Recently I read a statistic that 90% of our best childhood memories took place outdoors. I’m not sure what type of science was involved in coming up with this conclusion, but as I thought back on my own childhood it certainly seemed accurate.

What better way to spur enthusiasm than to involve kids in the fun of creating their own gardens. Research has shown that children who are able to play in and explore gardens and green spaces in an unstructured way are better able to remain grounded and in tune with nature as adults. Even without trees to climb, there are more possibilities for adventure in a garden than indoors and, with a little guidance, some basic equipment, and a few plants, kids can transform the smallest space into a blooming oasis they can be proud of. Anything that encourages kids to grow things seems like an obvious addition to a natural play space. Whether you live in the country or in the city — whether you have a big backyard or only room enough for a window box — you can grow a garden with your kids. Here are a few special tips to help ensure that you and your kids have a successful gardening adventure:

Give them their own space

Find an area that is accessible and suitable for your child’s garden. Ensure it gets a lot of sunlight and is near a water source and has good soil. Allow the children to choose the layout for their garden. It does not necessarily have to be the usual rectangular shape. A small plot or sandbox converted into a garden bed will provide your child with a sense of ownership and the responsibility that goes with it. It can also be a garden consisting of beautifully designed pots. A round vegetable garden with divisions for different plants can also be fun and exciting.

Encourage your child to use his creativity in designing the vegetable garden, so it becomes uniquely his or her own.

To get your kids excited about their vegetable garden is to have them plant vegetables that they like to eat and are easy to grow. Common choices include tomatoes, radishes, carrots, cucumbers, beans, peas, and squash. Encourage them to consider planting at least one vegetable that is new to them, so they have the experience of trying something different … like eggplant or kohlrabi.

If you only have a little corner to garden in, then choose dwarf and compact vegetables and herb varieties that will crop in a very small space and won’t grow so tall that they overshadow their neighbors. To add color and excitement, you can plant some colorful flowers such as sunflowers and marigolds.

Keep safety in mind

Garden tools are often large, heavy, and not well suited for little hands. Fortunately, several companies make children’s garden tools that they can use to do real work. Of course, there are many jobs that will require adult work with adult tools. Children develop at different rates, and only parents or guardians will know when their kids are ready to be introduced to using specific tools or are able to help with certain jobs. Working alongside a grown-up and having a go at something (under close supervision at first) is a great way for children to learn safe practices and to gain the skills needed for greater independence. However, continuing adult guidance will be required. After ensuring that the garden is as risk-free as it can reasonable be, children should have as much freedom within its boundaries as possible.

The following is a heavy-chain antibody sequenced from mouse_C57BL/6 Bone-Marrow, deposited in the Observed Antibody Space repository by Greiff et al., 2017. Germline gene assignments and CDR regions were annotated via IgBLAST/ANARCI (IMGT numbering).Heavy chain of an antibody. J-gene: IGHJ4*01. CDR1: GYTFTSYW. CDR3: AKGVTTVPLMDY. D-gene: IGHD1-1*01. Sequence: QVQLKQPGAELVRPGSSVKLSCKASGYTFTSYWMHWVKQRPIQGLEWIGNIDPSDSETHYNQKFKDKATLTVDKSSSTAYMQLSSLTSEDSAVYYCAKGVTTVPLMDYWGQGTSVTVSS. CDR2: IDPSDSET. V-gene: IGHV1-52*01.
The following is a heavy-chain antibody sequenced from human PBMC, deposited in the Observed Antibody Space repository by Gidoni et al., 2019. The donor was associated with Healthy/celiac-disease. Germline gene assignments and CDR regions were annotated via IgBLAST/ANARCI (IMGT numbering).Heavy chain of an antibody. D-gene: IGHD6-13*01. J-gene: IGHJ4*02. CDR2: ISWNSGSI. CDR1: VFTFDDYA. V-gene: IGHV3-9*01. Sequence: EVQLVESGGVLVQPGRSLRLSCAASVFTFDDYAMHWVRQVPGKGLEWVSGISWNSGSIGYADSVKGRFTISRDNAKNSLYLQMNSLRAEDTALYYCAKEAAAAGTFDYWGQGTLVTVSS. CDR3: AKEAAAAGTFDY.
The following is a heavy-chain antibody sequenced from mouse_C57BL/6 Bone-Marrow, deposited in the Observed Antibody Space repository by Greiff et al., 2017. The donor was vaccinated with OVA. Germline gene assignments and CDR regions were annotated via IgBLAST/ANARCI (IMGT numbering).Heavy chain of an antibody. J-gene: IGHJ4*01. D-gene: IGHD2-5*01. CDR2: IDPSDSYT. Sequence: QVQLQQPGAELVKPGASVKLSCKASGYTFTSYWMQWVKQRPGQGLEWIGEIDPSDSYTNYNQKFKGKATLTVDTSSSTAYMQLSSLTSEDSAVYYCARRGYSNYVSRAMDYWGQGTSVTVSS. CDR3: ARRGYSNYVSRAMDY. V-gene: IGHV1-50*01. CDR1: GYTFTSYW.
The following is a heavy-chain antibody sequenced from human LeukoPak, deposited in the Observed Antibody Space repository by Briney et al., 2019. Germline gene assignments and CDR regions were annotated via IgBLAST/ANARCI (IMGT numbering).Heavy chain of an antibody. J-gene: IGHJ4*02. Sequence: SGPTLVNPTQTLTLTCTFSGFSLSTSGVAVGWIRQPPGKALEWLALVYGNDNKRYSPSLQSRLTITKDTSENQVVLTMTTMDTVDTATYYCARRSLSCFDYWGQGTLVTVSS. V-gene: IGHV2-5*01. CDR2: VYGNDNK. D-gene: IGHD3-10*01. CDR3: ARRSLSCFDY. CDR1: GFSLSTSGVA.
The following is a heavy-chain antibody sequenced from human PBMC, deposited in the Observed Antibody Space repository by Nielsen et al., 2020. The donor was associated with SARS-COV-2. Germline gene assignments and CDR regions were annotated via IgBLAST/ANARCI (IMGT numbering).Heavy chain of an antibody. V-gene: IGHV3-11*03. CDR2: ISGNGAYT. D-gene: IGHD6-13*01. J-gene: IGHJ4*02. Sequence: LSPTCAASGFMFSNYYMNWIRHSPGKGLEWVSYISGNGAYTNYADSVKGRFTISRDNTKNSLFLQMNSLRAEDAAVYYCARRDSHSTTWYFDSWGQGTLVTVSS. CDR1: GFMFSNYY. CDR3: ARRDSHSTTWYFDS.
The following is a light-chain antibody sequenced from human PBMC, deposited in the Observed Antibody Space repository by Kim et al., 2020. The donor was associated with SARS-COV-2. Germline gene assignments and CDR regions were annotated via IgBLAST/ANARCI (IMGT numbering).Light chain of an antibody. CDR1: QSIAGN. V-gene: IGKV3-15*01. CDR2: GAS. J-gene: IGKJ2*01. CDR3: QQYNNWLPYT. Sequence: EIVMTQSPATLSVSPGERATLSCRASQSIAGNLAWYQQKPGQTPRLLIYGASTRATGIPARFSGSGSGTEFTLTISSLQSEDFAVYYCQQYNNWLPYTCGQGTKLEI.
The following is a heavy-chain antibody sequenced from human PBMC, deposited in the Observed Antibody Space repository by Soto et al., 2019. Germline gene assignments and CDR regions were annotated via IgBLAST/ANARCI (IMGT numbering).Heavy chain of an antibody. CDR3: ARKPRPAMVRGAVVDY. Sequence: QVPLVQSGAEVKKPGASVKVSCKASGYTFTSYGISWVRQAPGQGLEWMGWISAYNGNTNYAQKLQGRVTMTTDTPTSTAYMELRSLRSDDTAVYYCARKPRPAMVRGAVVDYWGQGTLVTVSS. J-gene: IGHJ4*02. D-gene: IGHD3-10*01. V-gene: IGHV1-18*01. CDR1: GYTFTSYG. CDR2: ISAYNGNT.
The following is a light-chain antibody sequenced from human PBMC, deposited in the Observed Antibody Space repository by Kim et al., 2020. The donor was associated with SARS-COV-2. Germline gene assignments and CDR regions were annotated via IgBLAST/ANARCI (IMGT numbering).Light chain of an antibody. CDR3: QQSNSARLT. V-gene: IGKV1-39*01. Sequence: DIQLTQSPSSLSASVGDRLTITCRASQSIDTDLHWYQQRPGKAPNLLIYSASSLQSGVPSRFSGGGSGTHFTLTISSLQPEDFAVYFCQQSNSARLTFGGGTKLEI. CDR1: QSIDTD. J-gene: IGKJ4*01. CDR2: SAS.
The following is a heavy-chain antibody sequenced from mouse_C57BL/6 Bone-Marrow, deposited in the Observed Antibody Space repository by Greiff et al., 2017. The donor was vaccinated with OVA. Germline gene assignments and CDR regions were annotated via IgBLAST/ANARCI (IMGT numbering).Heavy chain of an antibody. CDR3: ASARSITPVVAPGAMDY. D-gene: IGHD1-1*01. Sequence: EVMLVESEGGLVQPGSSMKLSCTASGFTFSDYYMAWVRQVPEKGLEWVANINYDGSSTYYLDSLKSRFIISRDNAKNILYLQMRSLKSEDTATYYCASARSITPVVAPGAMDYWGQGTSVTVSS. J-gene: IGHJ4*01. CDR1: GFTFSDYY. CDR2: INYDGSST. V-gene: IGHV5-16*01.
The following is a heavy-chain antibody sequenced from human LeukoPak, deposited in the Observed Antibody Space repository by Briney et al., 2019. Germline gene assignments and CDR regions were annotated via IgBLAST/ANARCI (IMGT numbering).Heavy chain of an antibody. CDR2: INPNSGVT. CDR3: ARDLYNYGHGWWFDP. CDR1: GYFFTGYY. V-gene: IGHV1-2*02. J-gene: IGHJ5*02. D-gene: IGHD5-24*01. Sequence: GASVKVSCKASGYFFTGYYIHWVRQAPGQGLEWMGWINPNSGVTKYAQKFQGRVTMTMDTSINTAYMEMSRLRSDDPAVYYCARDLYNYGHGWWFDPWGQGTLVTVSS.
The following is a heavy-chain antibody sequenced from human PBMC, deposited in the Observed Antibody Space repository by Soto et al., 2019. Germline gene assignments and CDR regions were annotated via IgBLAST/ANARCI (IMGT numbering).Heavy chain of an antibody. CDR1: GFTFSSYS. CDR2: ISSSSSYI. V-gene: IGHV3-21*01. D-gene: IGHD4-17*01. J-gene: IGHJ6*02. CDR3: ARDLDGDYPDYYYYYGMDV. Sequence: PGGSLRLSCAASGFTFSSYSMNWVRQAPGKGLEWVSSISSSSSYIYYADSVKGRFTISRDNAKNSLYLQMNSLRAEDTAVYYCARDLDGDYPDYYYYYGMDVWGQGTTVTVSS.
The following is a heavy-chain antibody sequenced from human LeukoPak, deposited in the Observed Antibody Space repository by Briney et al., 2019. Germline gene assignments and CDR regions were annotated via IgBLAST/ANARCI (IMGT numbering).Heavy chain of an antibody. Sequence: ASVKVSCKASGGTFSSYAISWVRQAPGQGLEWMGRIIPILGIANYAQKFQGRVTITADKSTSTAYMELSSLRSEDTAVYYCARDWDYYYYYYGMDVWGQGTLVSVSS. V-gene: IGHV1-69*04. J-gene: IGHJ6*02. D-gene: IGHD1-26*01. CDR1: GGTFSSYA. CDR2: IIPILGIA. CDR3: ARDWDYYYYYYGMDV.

Explain what you’re doing and why

While gardening sometimes seems like magic to kids – food from the dirt – it actually has a lot of science and math involved. Planting seeds can lead to a conversation about the life cycle of plants and what plants need to grow. Measuring out where to put plants can help kids understand how to use a tape measure and sharpen their math skills. Talking your kids through what you are doing will help them build their own skills as gardeners as well as provide a practical application for much of what they learn in school.

Get them excited by planting an edible garden or a tasting garden so they can enjoy the fruits of their labor. UGA Master Gardeners in Cherokee County are available to lead you to all the resources that you will need to create summer fun in the garden with your kids.

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Barbara Schrimer is one of many UGA Master Gardener Extension Volunteers of Cherokee County. For more information or questions contact the Cherokee County Extension Office at 770-721-7803 or for upcoming seminars follow us on Facebook at www.facebook.com/cherokeemastergardeners or on our website at cherokeemastergardenersinc.wildapricot.org.

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